David Hunter first discovered the health benefits of phytoplankton in marine algae while working on a marine farm on Vancouver Island. The original intention was to market the phytoplankton to shellfish farmers as a feed for commercial shellfish farms sold to restaurants.
Over 15 years later, Hunter’s product, Karen Phytoplankton, is a popular nutritional supplement sold through national drug chains like Shoppers, Lawtons, PharmaChoice, Medicine Shoppe, Guardian, and other retail outlets across Canada, including Costco.
âIn 2005, the phytoplankton selling proposition was that the shellfish that ate phytoplankton were two and a half times the size of regular shellfish,â Hunter said. “As a joke, my colleague started eating the phytoplankton he fed the shellfish because he liked the smell.”
Although he consumed the product as a joke, his colleague said he felt healthier and chronic illnesses disappeared after eating food from the ocean, which convinced Hunter to try it for him- same.
âI ended up taking the phytoplankton and had a scenario that completely changed my life,â Hunter said. âThe first thing I noticed was the general feeling of mental clarity and energy. I felt like when I was a kid. I used to struggle with a runny nose from allergies. Let’s go. Then the most important thing is that my lifelong struggle with severe migraines is gone. I haven’t had a migraine since that day.
Hunter then gave plankton to friends, who also said they felt healthier after taking it, and reported recoveries deemed impossible by medical standards. After all of this anecdotal evidence, Hunter decided to invest his time and money in producing phytoplankton for medicine. He moved to New Brunswick from the Vancouver area to lower his cost of living while developing the drug.
But it is obviously not easy to get a new product approved as a drug. Hunter encountered many obstacles and finally put his dream to sleep while operating a restaurant called Pickles in Sackville, New Brunswick.
âI couldn’t believe I had access to this life-changing, life-changing discovery and there was no way to market it without spending millions,â Hunter said.
One day, however, a friend suggested that she market the product as a health supplement.
âHe said, ‘why don’t you just sell it as a multivitamin and just let the product do the talking. “
This idea paid off and that pivot turned into the path he was looking for. In 2015, after 4 years of paperwork, Health Canada granted Hunter his license to sell. Soon Karen Phytoplankton (named after Hunter’s beloved mother, who was a nurse and died of cancer at age 46), was in big drugstore chains. Hunter says he hit $ 2 million in sales in the first two years.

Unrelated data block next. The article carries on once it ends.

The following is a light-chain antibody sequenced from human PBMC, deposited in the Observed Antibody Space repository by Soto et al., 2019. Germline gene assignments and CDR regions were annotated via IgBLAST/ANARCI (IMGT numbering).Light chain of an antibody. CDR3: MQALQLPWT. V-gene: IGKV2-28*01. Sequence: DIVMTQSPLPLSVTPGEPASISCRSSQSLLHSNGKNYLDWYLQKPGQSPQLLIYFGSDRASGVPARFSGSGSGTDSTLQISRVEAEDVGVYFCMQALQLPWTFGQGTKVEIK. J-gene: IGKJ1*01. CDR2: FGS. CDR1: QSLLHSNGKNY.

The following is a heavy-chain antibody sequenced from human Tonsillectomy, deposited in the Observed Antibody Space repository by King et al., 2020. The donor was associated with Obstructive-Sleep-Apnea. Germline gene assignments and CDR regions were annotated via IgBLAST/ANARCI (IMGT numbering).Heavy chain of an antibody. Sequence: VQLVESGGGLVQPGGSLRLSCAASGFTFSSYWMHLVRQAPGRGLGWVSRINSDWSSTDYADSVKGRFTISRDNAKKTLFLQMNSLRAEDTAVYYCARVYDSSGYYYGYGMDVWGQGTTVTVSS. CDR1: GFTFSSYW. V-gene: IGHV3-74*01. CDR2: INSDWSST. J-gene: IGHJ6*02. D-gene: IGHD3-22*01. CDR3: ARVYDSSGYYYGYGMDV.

According to a study done on Karen Phytoplankton, the product contains a mixture of calcium, magnesium, protein, total dietary fiber, omega 3, omega 6, vitamin C, vitamin E, vitamin k and many other vitamins and minerals.
Hunter’s Company Blugenie sells Karen Phytoplankton in powder, tablets and capsules, as well as lotion, soap, shampoo and conditioner. There is even a pet powder.
He says many of his customers love the taste of phytoplankton (he describes it as a nori-like flavor) and the other half hate it, which is why it’s also available in a capsule. He also recommends mixing the powder with a favorite drink or smoothie.
âIt’s funny, half of people love the taste, the other half hate it. But powder still represents 45 percent of our sales, âsays Hunter.
The product has already gained approval from an NHL star. In 2017, Brayden Schenn (then with the Philadelphia Flyers) shot a video promoting the feel of his body after a teammate told him to try it. He admitted he wasn’t a big fan of the taste though.
âMy body isn’t as soreâ¦ I feel a lot better when I wake up in the morning,â Schenn said of Karen’s benefits. âYou don’t have that muscle pain that you would have after a gameâ¦ Ever since I started taking the product I feel amazing, and I will take it for the rest of my career.â
Today, the scope of the product widens even more. Karen Phytoplankton is sold in Costco stores in Atlantic Canada and Vancouver Island. Now, Costco is rolling out the product to more locations, including 12 this month in Vancouver, Calgary and Edmonton.
Anyone interested in learning more about Karen Phytoplankton can visit www.thekarenproject.ca
This story is sponsored by Blugenie.